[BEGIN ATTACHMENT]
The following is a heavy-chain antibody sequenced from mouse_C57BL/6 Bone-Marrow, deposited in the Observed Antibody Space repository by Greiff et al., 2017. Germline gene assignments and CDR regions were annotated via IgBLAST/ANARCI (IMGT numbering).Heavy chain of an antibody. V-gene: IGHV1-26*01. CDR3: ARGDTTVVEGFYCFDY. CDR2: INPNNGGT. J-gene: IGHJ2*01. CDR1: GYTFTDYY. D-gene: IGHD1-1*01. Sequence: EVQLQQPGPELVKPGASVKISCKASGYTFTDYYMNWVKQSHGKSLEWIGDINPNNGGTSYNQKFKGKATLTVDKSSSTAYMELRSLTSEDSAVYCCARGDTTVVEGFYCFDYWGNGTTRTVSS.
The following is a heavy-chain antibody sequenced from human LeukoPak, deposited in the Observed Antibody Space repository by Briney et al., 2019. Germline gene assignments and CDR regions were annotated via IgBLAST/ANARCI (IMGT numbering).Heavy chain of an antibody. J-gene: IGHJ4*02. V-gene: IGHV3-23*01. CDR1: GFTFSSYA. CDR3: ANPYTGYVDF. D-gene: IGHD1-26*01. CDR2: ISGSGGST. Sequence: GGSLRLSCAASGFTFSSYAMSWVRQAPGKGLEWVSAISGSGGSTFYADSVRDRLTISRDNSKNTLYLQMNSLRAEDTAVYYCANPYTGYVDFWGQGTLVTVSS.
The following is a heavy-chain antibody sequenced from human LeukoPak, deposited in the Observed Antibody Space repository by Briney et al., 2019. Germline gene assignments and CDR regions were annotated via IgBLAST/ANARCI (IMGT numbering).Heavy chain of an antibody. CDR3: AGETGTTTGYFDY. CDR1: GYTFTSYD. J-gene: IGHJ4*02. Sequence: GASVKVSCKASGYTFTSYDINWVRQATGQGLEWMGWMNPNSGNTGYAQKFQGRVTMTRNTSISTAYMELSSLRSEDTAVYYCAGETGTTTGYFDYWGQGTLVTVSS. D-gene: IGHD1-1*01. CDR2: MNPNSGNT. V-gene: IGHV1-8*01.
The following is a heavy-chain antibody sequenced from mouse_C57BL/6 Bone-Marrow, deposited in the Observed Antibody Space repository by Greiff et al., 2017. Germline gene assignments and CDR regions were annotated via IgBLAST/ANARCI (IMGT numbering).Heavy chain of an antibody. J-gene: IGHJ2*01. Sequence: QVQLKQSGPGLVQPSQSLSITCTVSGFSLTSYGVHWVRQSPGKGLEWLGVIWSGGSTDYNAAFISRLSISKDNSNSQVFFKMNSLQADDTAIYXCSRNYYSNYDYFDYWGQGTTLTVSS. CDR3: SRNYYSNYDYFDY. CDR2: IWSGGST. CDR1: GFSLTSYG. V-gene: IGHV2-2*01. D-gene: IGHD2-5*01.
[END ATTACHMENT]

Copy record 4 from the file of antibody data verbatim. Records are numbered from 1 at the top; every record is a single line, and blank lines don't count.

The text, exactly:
The following is a heavy-chain antibody sequenced from mouse_C57BL/6 Bone-Marrow, deposited in the Observed Antibody Space repository by Greiff et al., 2017. Germline gene assignments and CDR regions were annotated via IgBLAST/ANARCI (IMGT numbering).Heavy chain of an antibody. J-gene: IGHJ2*01. Sequence: QVQLKQSGPGLVQPSQSLSITCTVSGFSLTSYGVHWVRQSPGKGLEWLGVIWSGGSTDYNAAFISRLSISKDNSNSQVFFKMNSLQADDTAIYXCSRNYYSNYDYFDYWGQGTTLTVSS. CDR3: SRNYYSNYDYFDY. CDR2: IWSGGST. CDR1: GFSLTSYG. V-gene: IGHV2-2*01. D-gene: IGHD2-5*01.